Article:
What is Thyme?
There are as many as 100 varieties of thyme found worldwide. Their flavors and fragrances range from mint to lemon, pine, licorice and even nutmeg. Many of the above mentioned types are small creeping varieties grown in rock gardens for their visual beauty and fragrant blooms. It is interesting to note that in the Middle Ages this delicate and fragrant plant was actually known as a symbol of courage. Ancient Roman soldiers bathed in thyme water to gain courage and strength, and knights of the Middle Ages often carried scarves that contained a sprig of thyme embroidered into the fabric.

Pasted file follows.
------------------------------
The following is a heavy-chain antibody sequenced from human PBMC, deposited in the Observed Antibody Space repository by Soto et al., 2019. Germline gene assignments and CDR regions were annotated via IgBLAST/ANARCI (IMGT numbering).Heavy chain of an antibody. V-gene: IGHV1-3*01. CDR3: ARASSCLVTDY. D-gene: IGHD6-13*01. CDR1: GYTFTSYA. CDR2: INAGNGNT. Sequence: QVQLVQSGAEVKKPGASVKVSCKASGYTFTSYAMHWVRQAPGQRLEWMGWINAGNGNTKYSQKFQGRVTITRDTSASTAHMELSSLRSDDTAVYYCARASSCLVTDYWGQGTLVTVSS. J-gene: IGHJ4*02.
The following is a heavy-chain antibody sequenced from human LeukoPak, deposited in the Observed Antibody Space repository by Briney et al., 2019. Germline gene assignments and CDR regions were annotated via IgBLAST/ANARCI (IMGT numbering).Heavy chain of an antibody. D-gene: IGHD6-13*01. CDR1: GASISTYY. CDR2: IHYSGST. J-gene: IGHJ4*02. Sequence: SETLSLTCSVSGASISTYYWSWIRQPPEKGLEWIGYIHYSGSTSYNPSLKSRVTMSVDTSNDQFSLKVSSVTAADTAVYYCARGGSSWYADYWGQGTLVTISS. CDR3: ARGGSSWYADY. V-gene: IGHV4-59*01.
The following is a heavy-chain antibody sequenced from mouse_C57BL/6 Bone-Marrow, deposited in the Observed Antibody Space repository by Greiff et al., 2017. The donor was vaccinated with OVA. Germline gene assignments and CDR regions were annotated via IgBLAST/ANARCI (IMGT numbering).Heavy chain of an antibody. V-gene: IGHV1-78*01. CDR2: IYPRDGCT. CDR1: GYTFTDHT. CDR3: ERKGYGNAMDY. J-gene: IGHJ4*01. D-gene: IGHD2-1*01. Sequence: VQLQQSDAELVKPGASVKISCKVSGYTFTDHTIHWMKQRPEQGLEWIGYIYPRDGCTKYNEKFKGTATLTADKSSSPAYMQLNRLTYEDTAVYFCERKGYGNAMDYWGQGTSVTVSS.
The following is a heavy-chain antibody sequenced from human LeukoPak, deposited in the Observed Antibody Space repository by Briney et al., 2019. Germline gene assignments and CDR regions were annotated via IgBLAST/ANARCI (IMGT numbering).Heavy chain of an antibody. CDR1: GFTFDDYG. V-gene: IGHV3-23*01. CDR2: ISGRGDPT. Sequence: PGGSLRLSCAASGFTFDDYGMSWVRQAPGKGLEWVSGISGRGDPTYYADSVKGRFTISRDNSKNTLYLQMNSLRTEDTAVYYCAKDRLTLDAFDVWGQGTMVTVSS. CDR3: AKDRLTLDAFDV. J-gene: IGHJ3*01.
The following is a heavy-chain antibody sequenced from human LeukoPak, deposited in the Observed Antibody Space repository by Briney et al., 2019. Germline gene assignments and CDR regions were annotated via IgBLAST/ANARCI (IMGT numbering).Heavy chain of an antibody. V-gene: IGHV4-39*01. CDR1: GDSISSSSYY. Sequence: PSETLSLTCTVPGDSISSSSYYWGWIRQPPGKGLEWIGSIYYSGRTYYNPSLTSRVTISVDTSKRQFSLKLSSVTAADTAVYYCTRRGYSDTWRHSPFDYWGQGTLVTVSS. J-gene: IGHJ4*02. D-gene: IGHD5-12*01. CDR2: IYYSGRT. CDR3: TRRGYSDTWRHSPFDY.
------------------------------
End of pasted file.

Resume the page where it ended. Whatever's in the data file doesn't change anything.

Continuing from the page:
The type of thyme which is primarily used in the spice trade is the sweet or garden variety. It is a member of the mint family and is native to the Mediterranean region. The tiny leaves and flowers of the plant are harvested in bloom and dried to become the spice known as whole thyme. The leaves are about 1/4 inch in length and are grayish green in color. Thyme’s purple blossoms grow in clusters on its stem ends which may be upright or prostrate, depending on the variety.
What is it used for today?
Thyme has recently enjoyed a surge in popularity in the United States and is used in various herb blends for meats, soups, prepared stuffings and croutons. It is a common ingredient in clam chowders and Creole seafood dishes and is one of the herbs used in the classic French Bouquet Garni.
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